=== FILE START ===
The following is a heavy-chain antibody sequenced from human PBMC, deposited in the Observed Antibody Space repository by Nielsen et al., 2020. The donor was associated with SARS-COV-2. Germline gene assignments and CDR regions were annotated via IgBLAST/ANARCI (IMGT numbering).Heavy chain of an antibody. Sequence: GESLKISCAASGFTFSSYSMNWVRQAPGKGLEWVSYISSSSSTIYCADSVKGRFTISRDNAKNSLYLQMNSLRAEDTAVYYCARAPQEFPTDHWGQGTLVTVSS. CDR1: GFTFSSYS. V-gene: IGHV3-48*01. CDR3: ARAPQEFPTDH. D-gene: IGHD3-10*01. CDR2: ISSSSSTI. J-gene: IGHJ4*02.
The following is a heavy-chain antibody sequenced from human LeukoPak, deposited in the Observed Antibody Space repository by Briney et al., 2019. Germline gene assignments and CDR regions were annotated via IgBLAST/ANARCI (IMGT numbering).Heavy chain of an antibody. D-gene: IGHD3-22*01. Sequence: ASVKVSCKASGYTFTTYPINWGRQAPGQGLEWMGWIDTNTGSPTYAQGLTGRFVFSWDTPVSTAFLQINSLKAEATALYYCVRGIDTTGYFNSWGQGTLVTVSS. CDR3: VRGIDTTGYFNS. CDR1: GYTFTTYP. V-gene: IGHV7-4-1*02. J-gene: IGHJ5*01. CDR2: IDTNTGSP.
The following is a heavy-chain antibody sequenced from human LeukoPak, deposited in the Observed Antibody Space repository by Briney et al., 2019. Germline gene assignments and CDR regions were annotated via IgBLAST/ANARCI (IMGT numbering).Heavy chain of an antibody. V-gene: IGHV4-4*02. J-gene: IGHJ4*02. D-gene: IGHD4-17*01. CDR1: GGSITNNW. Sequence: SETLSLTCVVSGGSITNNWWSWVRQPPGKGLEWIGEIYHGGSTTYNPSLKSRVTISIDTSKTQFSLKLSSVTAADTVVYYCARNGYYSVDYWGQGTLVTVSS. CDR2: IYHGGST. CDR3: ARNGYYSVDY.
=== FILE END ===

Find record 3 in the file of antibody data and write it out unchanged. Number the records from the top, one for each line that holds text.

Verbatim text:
The following is a heavy-chain antibody sequenced from human LeukoPak, deposited in the Observed Antibody Space repository by Briney et al., 2019. Germline gene assignments and CDR regions were annotated via IgBLAST/ANARCI (IMGT numbering).Heavy chain of an antibody. V-gene: IGHV4-4*02. J-gene: IGHJ4*02. D-gene: IGHD4-17*01. CDR1: GGSITNNW. Sequence: SETLSLTCVVSGGSITNNWWSWVRQPPGKGLEWIGEIYHGGSTTYNPSLKSRVTISIDTSKTQFSLKLSSVTAADTVVYYCARNGYYSVDYWGQGTLVTVSS. CDR2: IYHGGST. CDR3: ARNGYYSVDY.